Why then do experts say that it’s important to have non-family members in leadership positions or sitting on the board of a family-run organisation? What vital role can they play in ensuring good governance?
While most family-run businesses keep family members at the helm, there are a number of reasons to bring in a non-family member to manage the daily running of the business or give advice on board matters.
This might happen if there are only a limited number of family members willing to work in the business, or if the next generation is not yet prepared to run the family business, or are focused on achieving their own career aspirations.
It also might happen if there are no suitable heirs to the business (lack of an established succession plan), or if family members are invested but do not possess the required business skills and expertise to ensure that the business will succeed.
In addition, good governance requires some level of diversity and flexibility and that might mean bringing in a non-family leader if the business requires it.
Many family business owners might find that they have been doing things in the same way for too long and that there’s only one viewpoint or one collective ‘voice’ at play during major business decisions.
This is because the very elements that make up a strong family business – shared views, loyalty, history – can also sometimes act as a stumbling block to business growth and success. Thus, family businesses that choose to reach out to professionals outside the family circle can add value through wisdom, education, and a unique perspective.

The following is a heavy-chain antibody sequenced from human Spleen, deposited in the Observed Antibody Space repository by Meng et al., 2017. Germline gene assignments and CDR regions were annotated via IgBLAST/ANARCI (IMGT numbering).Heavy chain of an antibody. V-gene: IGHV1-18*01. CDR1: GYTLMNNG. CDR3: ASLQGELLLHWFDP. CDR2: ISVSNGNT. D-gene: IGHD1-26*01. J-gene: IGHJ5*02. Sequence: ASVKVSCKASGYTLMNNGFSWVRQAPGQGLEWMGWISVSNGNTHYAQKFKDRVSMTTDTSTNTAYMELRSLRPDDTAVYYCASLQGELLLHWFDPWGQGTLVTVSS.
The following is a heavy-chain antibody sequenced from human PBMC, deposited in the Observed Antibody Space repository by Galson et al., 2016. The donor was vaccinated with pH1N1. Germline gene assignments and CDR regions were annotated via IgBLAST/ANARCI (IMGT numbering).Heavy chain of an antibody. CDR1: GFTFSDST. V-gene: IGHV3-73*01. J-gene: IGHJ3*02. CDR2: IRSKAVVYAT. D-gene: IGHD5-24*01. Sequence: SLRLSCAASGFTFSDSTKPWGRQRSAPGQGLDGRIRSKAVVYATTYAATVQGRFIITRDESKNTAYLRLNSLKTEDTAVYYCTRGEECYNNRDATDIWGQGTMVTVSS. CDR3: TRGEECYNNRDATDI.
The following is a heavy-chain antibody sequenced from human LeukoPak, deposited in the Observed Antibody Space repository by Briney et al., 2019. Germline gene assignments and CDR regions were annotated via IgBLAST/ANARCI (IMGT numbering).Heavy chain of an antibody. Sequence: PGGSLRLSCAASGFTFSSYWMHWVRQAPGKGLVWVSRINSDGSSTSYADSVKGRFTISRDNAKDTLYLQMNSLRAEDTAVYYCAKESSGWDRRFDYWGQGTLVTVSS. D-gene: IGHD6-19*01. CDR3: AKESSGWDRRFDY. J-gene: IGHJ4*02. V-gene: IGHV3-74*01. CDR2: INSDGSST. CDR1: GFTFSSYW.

The intended result? Ensure the growth and endurance of the business in competitive market spaces. There’s a fear among some family business owners (especially if they have started the business themselves) that non-family members will not care for the business with the same level of passion as a family member would.
There’s also a misconception that non-family won’t understand or believe in the culture, commitments, and aspirations of the business. These fears can lead to the rejection of the non-family member, especially if they’re not sensitive to these fears upon entering the business. To do so, they must display a high level of cultural competence.
However, these fears are outweighed by the positive impact the right non-family leader can have on a business’ performance and future success. Along with their unique skill set, these non-family executives can bring a different perspective and fresh ideas to the table.
This is because, in many cases, they’re not hampered by the close personal relationships of family members. This means they can encourage a greater sense of professionalism and a healthy level of challenge and debate at key decision-making moments.
Skillful non-family leaders are capable of working with and navigating the interpersonal aspects of the family environment within business structures. They understand how each family member fits into an organisation and how best to achieve organisational goals while managing personal expectations.
This can also make them good coaches or mentors for younger family members who might struggle to learn from their parents in a business environment. If the relationship is a successful one, non-family leaders will eventually feel part of the family in terms of their position and career path.
This should result in acknowledgement, real authority, and the chance to grow professionally and financially, while helping the family business to live on into the future.